I am a sucker for great characters. This story follows a family whose oldest daughter disappears. It sounds like a thriller.
What it really is, becomes a psychological study of grief and priorities in a working class family that has to slowly, VERY slowly, come to grips with uncertainty. Their bottom line? You don’t accept uncertainty. You break yourself into pieces to end it. And it still might not end.
The writing is tight and an odd juxtaposition of almost newspaper style and lyricism. I found myself pausing at times to enjoy his construction, which is saying something when the characters are so well done. Moments like this not-all-together-flattering opinion of the landscape. The sins of the Midwest: flatness, emptiness, a necessary acceptance of the familiar. Where is the romance in being buried alive? In growing old?
Dad won’t give up; he gets in the police’s way and follows up even the most ridiculous leads – because how do you evaluate ridiculous when you’re desperate?
Mom is coping quietly, at home, and drinking way too much and trying to protect her younger daughter–including protecting the child from her, the mom. She recognizes way too many things and keeps quiet about them as her husband leaves and returns, seeking leads. And as her younger daughter tries so hard to not become the adult in the family. Their relationship is fascinating.
And Lindsay, the 15-year-old accepts that part of her life has disappeared and part of it is on hold and anything she is going to have from here out is going to be a combination of fight and negotiation, with herself as much as with the world around her that really needs her to be the dutiful grieving little sister. Except, not too much grieving, because, hope. Her older sister may yet be found.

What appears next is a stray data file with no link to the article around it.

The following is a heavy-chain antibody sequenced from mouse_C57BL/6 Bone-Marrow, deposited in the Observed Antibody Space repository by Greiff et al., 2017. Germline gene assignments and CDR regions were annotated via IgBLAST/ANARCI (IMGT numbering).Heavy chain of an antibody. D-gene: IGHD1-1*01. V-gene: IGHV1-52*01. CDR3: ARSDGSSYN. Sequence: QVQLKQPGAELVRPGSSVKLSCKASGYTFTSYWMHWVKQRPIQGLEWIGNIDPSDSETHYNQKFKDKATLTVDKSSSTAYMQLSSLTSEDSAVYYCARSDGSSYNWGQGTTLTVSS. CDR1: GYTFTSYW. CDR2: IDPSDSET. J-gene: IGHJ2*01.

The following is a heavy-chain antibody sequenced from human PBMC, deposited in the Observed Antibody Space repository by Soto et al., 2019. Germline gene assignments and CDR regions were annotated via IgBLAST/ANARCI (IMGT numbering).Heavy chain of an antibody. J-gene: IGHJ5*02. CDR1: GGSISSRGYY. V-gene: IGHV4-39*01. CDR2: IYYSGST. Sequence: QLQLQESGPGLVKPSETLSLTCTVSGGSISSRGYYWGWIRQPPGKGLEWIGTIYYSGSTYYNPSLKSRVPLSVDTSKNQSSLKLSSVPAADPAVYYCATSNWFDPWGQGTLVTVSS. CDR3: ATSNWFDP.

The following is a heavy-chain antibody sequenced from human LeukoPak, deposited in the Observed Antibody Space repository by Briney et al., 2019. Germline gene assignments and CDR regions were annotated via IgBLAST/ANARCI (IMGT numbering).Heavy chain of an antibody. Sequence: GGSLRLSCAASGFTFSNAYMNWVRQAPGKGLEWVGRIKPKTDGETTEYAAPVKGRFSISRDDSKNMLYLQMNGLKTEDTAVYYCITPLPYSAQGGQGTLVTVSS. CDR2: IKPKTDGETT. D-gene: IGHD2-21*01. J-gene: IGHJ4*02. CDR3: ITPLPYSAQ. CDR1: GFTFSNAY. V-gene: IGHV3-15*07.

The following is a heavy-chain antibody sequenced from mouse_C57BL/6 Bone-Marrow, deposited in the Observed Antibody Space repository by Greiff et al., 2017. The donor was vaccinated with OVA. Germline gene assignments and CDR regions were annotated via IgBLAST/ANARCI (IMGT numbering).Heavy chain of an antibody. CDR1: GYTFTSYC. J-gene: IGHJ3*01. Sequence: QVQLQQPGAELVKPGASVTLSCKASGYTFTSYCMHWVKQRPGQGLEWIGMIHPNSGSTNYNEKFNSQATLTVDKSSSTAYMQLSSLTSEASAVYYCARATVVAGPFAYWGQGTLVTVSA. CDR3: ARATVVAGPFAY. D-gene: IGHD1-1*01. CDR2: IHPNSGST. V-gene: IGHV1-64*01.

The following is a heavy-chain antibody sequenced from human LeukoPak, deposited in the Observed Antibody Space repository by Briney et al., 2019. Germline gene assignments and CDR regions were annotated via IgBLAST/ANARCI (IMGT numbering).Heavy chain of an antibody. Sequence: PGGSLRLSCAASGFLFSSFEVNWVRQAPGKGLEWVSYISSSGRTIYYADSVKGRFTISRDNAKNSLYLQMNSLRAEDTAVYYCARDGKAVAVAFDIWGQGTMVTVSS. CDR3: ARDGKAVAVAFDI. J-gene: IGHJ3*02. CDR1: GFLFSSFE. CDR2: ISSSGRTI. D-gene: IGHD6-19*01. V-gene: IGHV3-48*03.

It’s a vibrant character study hidden inside a thriller plot. I thoroughly enjoyed Songs for the Missing.
I’m always interested in your book reviews (and enjoy Jack’s thoughts and perusings). This looks to be a great read and I’ve requested it from my library. Keep’em coming.Elaine Fernwood
I’ve been receiving your book reviews (thank you, I enjoy them) and saw you speak once in Charlottesville. I’d like to ask whether you have any interest in doing a local book review of my forthcoming poetry collection and writing a blurb for the back cover. The poems are basically a meditation on the experience of being a child of the Appalachian Migration. I thought of you because of your work and proximity to the Appalachian region. My other reviewers will be an English professor in southeast KY and a member of the Virginia Poetry Society.
I will completely understand if you don’t want to take this on. If you are so inclined, however, I have attached five sample poems for your review and can send the full manuscript and publisher’s contact email if you decide you want to proceed.
Kind Regards, Sharon Ackerman
On Mon, Apr 12, 2021 at 6:23 AM Wendy Welch: Books, Yarn, Cats, Opioids wrote:
> wendywelch posted: ” I am a sucker for great characters. This story > follows a family whose oldest daughter disappears. It sounds like a > thriller. What it really is, becomes a psychological study of grief and > priorities in a working class family that has to slowly, VER” >